Little Green Men
Rority lounged back in his recliner, sipping his gargleblaster and puffing his stratodoober as the sun shone on his pale gray skin. Life was good.
He'd recently returned from a trip to prehistoric times, back even before firearms had been invented, let alone the discovery of atomic power. It was a good trip, because the ancient protohumans had documented his visit. Of course, the protohumans had couched it in religious terms; it was kind of strange that he, Rority, would be seen as an angel.
He grinned at the thought of a drunken, stoned angel. But because it had been documented in a book called “Ezekiel”, he had to go back to make sure it had happened, or it wouldn’t have. If that had happened, the timeline might have been distorted and the protohumans might have exterminated themselves, as the mathematicians had so carefully pointed out to him with numbers.
He was still trying to make a drink he'd discovered on the trip that the ancient protohumans called “beer”. He’d tried it and found that the gargleblasters were weak, pale shadows of what the ancients had.
“Hey, Rority, how's that ‘beer’ stuff coming?”
Rority looked up – it was his good friend and partner, Gumal.
“Well,” Rority said, “from the instructions it'll take another couple of days. I hope I got the formula right.”
“Don’t you mean ‘recipe’?” Gumal twittered as another chair seemed to assemble itself from nothingness, the invisibly microscopic nobots arranging themselves to the reclining chair shape. “They didn't have science ten million years ago, you know.” He sat down on the nobotic reclining chair.
“Smartass. You know the difference between a chemist and a cook?”
“The same difference between a physicist and a chemist!”
“That's the dumbest joke I ever heard,” Gumal snorted.
“What do you expect?” Rority said, snickering. “It's a ten million year old joke.”
“The joke's on you, pal,” replied Gumal. “They've got another trip planned for us.”
“Shit. When to now? Is it a dangerous mission?”
“The worst. It isn't anthropology or biology, we have to make sure the timeline stays intact.”
Rority sighed. “Damn. You don't want to tell me, so it must be pretty bad.”
“It is. We’re going to have to die, and be dissected.”
“God damn it!” Rority exclaimed. “I hate resurrection! It takes forever to get my memory right, and the dying itself is even worse. Shit!”
“But Rority, you know good and well if we don’t take this mission you'll never have existed, and neither will I have. The arithmetic boys say that if we don't go, the protohumans will have had some sort of catastrophe that destroyed them – and we're descended from them.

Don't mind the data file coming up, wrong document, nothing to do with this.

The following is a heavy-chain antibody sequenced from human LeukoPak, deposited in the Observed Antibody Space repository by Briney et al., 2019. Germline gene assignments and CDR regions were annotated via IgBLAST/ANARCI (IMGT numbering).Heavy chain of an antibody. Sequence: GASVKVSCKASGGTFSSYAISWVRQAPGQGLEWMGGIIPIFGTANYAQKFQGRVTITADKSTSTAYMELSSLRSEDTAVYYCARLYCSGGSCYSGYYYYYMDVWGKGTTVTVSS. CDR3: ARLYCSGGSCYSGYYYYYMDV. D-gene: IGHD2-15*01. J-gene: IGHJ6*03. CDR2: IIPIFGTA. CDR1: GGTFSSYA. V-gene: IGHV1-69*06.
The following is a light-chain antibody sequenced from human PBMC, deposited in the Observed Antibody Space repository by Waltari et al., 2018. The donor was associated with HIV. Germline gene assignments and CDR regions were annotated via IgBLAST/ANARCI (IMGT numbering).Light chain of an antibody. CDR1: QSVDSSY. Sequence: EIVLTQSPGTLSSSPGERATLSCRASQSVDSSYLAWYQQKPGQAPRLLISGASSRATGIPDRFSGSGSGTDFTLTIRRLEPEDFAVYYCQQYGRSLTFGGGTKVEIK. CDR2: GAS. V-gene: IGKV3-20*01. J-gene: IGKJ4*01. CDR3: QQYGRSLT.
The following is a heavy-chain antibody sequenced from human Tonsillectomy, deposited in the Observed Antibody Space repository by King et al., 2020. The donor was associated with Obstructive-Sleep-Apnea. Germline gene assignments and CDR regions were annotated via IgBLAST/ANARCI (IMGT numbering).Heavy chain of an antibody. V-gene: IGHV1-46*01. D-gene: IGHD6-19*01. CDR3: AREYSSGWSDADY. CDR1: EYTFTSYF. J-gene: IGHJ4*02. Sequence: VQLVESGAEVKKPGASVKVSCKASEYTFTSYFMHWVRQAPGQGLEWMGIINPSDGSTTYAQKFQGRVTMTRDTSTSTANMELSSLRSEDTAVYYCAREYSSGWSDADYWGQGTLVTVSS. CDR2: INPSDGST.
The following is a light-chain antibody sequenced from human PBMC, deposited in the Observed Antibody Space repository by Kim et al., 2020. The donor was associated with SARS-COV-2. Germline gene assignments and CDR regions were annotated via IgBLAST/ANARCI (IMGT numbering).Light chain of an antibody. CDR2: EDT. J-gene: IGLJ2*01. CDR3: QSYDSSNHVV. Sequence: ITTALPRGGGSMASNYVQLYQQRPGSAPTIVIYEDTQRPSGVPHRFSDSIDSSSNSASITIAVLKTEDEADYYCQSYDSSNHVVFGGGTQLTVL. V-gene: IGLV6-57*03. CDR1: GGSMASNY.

“And look at the brighter side – you don't have to have sex with a neanderthal.”
“You’re an asshole, asshole,” Rority said, grinning. “I didn't have sex with her, and she wasn't a neanderthal. She was a protohuman and it was the nobots that artificially inseminated her, you dickweed.”
Of course, they being from ten million years in the future and we being only protohumans who could understand our descendants even less than stone age men would be able to understand us, this is about as close as I can come to conveying what was actually said; our limited intelligence can't comprehend them at all.
There is no way could we understand their humor, and we might not even think it was funny even if we could understand it.
Needless to say, the humans could understand us perfectly well, and we could probably understand them about as well as a chimpanzee could understand us. But it's a rough approximation, nevertheless.
Gumal laughed. “Lighten up, dude! Where's your sense of humor? The funniest part was you having to go back and undo it, because it turned out that she had a parthenogenesis.” He laughed even harder.
Rority snickered. “OK, asshole. Let me read up on it.” Rority held his hand out, and a book appeared in it, again seemingly out of thin air, assembling itself out of the microscopic networked robots. Almost everything but food and drink was made out of nobots. A protohuman would have thought it magic, rather than technology.
Rority read the book, which was, of course, nothing like the books we protohumans have. Neither paper nor an electronic device, it appeared to be a single, thin sheet of cardboard which changed its text and illustrations with the movement of the reader's eyes.
“Wow, these protohumans are... did they really think we come from Mars?”
“Well, you have to remember,” Gumal pointed out, “that they'd not been to Mars or any other planet, not even to the moon. Not even their crude robots (if you could call their robots ‘robots’) had been there. They hadn't even been outside the Earth's atmosphere.”
“Yes but...” Rority said, “they knew about how diverse life is on Earth, but they expected extraterrestrials to look as much like them as they looked like simians? It's just absurd! Even after they got their primitive machines to Mars, they had fiction with space aliens looking more like themselves than we do.
“I can't comprehend how they couldn't understand that if you can go faster than light, you can travel through time as well. After all, the protohuman Einstein had figured out relativity and the Cosmic Constant twenty years or so before we'll be then.”
“Well, come on, they're only animals. Protohumans, not true humans. They were barely sentient.”
“I guess. Well, lets get going. And hey, look on the bright side – they have BEER. And it's even better beer than the beer we drank five thousand years earlier!”